Afar Depression, Erta-Ale active volcanic movement, Awash National Park, Yangudi Rassa National Park, Hadar and Aramis area, are the major tourist attraction area of the region. The Hot springs, Afar culture and cultural games are other attraction areas.

In 2005, a giant rift was formed in just a few days. The rift opened when the Dabbahu Volcano, situated in the north of the region, erupted. The crack forming is thought to be part of the process in which the Arabian Plate and African plates are moving apart. This new crack, 500 metres (1,640 ft) long, and 60 metres (197 ft) deep, opened when the lava from the erupting volcano flew underground and cooled into a 60 kilometres (37 mi) long, 8 metres (26 ft) wide dike within days.

Environment

The Afar Depression, a plate tectonic triple junction is found in the Afar Regional State. This geologic feature is one of earth's great active volcanic areas. Due to this volcanic activity the floor of the depression is composed of lava, mostly basalt. The continuous process of volcanism results in the occurrence of major minerals including potash, sulfur, salt, bentonite, and gypsum. In addition to these minerals, there are also promising geothermal energy sources and hot springs in different areas of the region. Most of the region's mineral potential are found in Dallol, Berhale and Afxera woredas of Zone Two. Elidar, Dubti and Millee in Zone one and Gewane in Zone Three also have some mineral possibilities.

Afar is home to peculiar wild life, which notably include the Abyssinian wild Ass, Grevy's Zebra, wild fox, wild cat, Cheetah, and Ostrich. These wild animals are found in the region's national parks. Because the region's tourism development is still in a poor state there are only two lodges in Awash National Park.

Agriculture

The CSA estimated in 2005 that farmers in the Afar Regional State had a total of 327,370 cattle (representing 0.84% of Ethiopia's total cattle), 196,390 sheep (1.13%), 483,780 goats (3.73%), 200 mules (0.14%), 12,270 asses (0.49%), 99,830 camels (21.85%), 38,320 poultry of all species (0.12%), and 810 beehives (less than 0.1%). The CSA estimated on the basis of a survey performed in December 2003 that nomadic inhabitants had 1,990,850 cattle (an 83.8% share of those animals in the Region that year), 2,303,250 sheep (90.6%), 3,960,510 goats (90%), 759,750 camels (85.9%), 175,180 asses (92.5%), 2960 mules (88.6%), and 900 horses (100%).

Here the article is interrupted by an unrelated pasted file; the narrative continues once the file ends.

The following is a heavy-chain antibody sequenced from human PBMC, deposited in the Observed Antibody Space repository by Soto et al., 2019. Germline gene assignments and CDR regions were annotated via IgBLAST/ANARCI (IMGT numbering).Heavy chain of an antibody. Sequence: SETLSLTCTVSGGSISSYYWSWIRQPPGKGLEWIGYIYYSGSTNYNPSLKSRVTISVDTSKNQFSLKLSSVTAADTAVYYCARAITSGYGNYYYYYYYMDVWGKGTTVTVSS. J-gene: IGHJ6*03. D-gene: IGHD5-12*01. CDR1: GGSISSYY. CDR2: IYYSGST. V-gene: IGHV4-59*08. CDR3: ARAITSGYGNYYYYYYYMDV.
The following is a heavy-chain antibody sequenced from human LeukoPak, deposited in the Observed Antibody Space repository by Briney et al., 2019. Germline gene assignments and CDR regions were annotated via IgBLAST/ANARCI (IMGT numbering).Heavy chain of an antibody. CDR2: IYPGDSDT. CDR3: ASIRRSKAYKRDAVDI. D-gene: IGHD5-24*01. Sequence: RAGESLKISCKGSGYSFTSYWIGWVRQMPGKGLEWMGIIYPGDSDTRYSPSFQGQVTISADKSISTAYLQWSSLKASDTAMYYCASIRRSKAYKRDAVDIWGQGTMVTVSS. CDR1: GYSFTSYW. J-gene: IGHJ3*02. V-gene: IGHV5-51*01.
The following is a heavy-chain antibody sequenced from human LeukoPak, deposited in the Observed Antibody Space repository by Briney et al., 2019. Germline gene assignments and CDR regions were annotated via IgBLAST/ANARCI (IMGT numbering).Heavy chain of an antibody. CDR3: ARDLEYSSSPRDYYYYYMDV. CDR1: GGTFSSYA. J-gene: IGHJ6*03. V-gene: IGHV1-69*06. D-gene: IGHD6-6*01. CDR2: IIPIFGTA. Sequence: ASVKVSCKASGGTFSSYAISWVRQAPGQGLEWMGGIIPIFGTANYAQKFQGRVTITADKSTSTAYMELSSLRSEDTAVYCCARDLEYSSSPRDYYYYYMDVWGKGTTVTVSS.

Fossil finds

Hadar, a community in Afar, was the site of the discovery of "Lucy", the Australopithecus afarensis skeletal remains, by Donald Johanson of the Cleveland Museum of Natural History. On March 5, 2005, another skeleton, estimated to be 3.8 million years old and said to be the world's oldest bipedal hominid skeleton, was found in the region. Yohannes Haile-Selassie has led digs there each year from 2004 to 2007.

On March 24, 2006 it was reported that a "significantly complete" cranium had been found at Gawis in the Gona area. The cranium appears as an intermediate form between Homo erectus and Homo sapiens.

On October 1, 2009, scientists reported that they had found a skeleton, dating around 4.4 million years ago. Named Ardi, it is a form of the species Ardipithecus ramidus. It is a distant cousin of the Australopithecus afarensis, Lucy's species.

In June 2010, the oldest direct evidence of stone tool manufacture was found in the Afar region and attributed to Australopithecus afarensis.